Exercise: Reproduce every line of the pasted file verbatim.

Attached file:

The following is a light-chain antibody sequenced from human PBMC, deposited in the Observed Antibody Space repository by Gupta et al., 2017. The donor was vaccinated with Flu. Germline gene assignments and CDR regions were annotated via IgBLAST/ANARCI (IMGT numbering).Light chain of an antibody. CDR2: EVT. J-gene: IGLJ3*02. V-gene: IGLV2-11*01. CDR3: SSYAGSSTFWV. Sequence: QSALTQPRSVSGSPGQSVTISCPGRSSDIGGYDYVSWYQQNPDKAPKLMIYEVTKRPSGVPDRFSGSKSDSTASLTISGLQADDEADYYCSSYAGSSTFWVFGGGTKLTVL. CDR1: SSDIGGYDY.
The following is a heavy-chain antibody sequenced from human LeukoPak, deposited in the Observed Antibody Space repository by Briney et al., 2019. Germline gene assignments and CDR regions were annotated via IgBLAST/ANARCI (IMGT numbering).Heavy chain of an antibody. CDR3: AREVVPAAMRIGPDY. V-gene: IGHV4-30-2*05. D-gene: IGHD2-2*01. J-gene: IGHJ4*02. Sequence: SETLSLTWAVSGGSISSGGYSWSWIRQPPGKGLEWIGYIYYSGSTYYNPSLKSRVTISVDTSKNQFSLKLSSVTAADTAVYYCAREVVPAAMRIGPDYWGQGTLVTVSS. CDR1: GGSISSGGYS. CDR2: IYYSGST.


The following is a light-chain antibody sequenced from human PBMC, deposited in the Observed Antibody Space repository by Gupta et al., 2017. The donor was vaccinated with Flu. Germline gene assignments and CDR regions were annotated via IgBLAST/ANARCI (IMGT numbering).Light chain of an antibody. CDR2: EVT. J-gene: IGLJ3*02. V-gene: IGLV2-11*01. CDR3: SSYAGSSTFWV. Sequence: QSALTQPRSVSGSPGQSVTISCPGRSSDIGGYDYVSWYQQNPDKAPKLMIYEVTKRPSGVPDRFSGSKSDSTASLTISGLQADDEADYYCSSYAGSSTFWVFGGGTKLTVL. CDR1: SSDIGGYDY.
The following is a heavy-chain antibody sequenced from human LeukoPak, deposited in the Observed Antibody Space repository by Briney et al., 2019. Germline gene assignments and CDR regions were annotated via IgBLAST/ANARCI (IMGT numbering).Heavy chain of an antibody. CDR3: AREVVPAAMRIGPDY. V-gene: IGHV4-30-2*05. D-gene: IGHD2-2*01. J-gene: IGHJ4*02. Sequence: SETLSLTWAVSGGSISSGGYSWSWIRQPPGKGLEWIGYIYYSGSTYYNPSLKSRVTISVDTSKNQFSLKLSSVTAADTAVYYCAREVVPAAMRIGPDYWGQGTLVTVSS. CDR1: GGSISSGGYS. CDR2: IYYSGST.